SEVENTH STREET SOCIAL: American. Brand new bar and “modern supper club” in Highland Park. Think contemporary comfort fare and gastropub-y dishes such as smoked prime rib, chicken and biscuits, and griddle burgers. (2176 W. 7th St., St. Paul. 651-330-4688.)

SCUSI: Italian. A long list of wine-friendly small plates, starting with a well-sourced variety of cheeses, cured meats and olives, all sold by single bites or in mix-and-match combos. (1806 St. Clair Av., St. Paul. 651-789-7007.)

SHISH: Middle Eastern. The name actually refers to shish kabobs, but when evening rolls around, the sidewalk cafe is packed with hookah smokers. (1668 Grand Av., St. Paul, 651-690-2212.)

SOLE CAFE: Korean. This is authentic Korean food: bright, bold flavors, deep, powerful pungency, a vast array of flavorful side dishes and a homey, comfortable vibe. (684 N. Snelling Av., St. Paul, 651-644-2068)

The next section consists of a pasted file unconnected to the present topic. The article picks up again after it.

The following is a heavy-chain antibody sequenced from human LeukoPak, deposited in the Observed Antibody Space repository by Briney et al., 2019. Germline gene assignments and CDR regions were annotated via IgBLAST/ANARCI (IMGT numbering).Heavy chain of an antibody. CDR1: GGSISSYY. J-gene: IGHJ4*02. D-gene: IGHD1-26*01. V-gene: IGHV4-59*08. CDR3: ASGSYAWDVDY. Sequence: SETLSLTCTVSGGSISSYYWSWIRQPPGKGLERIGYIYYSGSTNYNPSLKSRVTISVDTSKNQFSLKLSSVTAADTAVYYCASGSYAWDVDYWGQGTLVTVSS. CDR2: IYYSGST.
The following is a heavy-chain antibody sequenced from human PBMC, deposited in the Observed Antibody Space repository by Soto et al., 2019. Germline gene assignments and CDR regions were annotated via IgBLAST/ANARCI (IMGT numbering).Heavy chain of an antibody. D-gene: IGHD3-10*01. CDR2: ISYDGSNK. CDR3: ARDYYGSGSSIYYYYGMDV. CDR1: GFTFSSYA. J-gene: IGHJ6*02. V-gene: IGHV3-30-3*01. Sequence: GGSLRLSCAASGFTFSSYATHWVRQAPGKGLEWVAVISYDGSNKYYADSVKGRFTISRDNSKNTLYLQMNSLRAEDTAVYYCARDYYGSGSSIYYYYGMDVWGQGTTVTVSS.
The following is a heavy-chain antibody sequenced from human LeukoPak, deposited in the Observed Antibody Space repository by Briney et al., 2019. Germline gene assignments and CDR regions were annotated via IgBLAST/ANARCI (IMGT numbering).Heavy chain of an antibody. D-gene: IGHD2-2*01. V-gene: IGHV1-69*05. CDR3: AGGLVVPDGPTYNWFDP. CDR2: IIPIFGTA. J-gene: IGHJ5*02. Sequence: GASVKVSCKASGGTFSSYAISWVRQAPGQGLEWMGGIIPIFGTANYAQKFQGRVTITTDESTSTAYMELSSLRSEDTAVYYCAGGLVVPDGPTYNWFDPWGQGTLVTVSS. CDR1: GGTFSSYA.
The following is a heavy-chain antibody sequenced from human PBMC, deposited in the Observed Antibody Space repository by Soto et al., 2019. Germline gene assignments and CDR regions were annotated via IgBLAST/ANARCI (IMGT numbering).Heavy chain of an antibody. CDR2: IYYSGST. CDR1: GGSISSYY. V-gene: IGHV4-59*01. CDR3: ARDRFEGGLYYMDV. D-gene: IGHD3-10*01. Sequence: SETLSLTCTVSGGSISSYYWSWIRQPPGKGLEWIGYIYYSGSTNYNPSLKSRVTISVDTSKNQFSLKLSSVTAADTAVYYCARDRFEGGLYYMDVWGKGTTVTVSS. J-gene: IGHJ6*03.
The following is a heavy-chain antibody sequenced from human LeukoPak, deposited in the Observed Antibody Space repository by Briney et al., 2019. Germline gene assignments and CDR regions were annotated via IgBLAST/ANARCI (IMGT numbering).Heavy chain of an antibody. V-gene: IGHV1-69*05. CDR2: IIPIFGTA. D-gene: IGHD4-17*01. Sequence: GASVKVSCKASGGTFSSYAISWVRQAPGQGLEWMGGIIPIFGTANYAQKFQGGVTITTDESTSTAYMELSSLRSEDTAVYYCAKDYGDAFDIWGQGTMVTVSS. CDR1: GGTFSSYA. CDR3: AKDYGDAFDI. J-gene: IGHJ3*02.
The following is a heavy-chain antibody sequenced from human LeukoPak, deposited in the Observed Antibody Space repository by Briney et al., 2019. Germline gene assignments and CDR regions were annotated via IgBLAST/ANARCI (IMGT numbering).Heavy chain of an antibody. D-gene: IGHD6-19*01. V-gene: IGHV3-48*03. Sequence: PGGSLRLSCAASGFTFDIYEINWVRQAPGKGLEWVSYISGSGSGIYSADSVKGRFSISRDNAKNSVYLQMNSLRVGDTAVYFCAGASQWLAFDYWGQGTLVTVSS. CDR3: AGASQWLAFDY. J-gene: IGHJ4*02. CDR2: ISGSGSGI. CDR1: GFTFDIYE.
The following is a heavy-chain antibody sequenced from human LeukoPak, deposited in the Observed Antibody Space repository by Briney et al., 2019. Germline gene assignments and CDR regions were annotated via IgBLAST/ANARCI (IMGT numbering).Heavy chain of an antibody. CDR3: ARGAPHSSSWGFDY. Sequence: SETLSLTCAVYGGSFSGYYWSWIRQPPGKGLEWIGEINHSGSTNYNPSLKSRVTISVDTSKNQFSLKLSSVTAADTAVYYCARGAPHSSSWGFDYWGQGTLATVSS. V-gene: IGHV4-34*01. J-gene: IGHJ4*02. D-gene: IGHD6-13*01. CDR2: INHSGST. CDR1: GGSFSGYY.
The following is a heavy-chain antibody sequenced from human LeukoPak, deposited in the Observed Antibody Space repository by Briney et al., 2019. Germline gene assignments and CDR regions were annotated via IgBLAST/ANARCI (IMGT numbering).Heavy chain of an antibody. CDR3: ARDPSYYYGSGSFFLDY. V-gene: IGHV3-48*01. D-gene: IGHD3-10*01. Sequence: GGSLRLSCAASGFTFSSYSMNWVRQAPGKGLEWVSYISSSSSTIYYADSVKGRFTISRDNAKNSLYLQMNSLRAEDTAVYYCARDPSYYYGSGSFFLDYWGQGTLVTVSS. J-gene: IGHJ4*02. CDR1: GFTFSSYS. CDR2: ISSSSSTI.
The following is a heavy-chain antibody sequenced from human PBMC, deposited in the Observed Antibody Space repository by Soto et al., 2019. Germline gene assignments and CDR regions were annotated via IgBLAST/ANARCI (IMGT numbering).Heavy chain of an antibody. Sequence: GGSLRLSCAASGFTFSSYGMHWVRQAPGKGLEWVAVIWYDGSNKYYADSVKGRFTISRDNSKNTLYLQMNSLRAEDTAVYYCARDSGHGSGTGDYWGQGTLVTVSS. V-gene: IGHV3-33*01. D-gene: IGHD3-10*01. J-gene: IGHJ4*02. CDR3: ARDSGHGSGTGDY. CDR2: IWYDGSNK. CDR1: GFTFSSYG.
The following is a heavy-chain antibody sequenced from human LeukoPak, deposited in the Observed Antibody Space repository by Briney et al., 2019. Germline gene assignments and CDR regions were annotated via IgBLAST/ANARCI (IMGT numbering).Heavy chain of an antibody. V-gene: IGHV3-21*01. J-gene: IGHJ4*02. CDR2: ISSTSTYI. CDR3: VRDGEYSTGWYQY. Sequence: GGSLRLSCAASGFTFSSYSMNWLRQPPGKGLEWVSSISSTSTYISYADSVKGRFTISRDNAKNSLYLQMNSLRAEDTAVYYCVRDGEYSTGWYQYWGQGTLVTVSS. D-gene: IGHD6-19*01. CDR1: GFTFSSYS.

THE STRIP CLUB MEAT & FISH: American. A vibrant menu that skillfully merges an appreciation
for locally raised ingredients with affection for uncomplicated gastropub fare. The restaurant’s namesake dish is a near-perfect New York strip from Minnesota’s superb Thousand Hills Cattle Co. (378 Maria Av., St. Paul, 651-793-6247)

TAVERN ON GRAND: American. Cabin-themed restaurant specializing in walleye. (656 Grand Av., St. Paul, 651-228-9030.)

TWISTED FORK GRILLE: American. An outgrowth of the Green Mill restaurant chain, Twisted Fork takes its parent company’s casual dining up a notch with local, seasonal touches. (1342 Grand Av., St. Paul, 651-690-5901.)

 

$$$

RISTORANTE LUCI: Italian. Very popular, noisy neighborhood cafe specializing in regional Italian cuisine. Reservations recommended. Vegetarian plates. (470 S. Cleveland Av., St. Paul, 651-699-8258.)

 

$$$$

W.A. FROST & CO.: American. The food matches the appealing historic surroundings at this landmark. Chef Wyatt Earl does beautiful things with locally sourced meats and poultry, and small plates boast big flavors. (374 Selby Av., St. Paul, 651-224-5715.)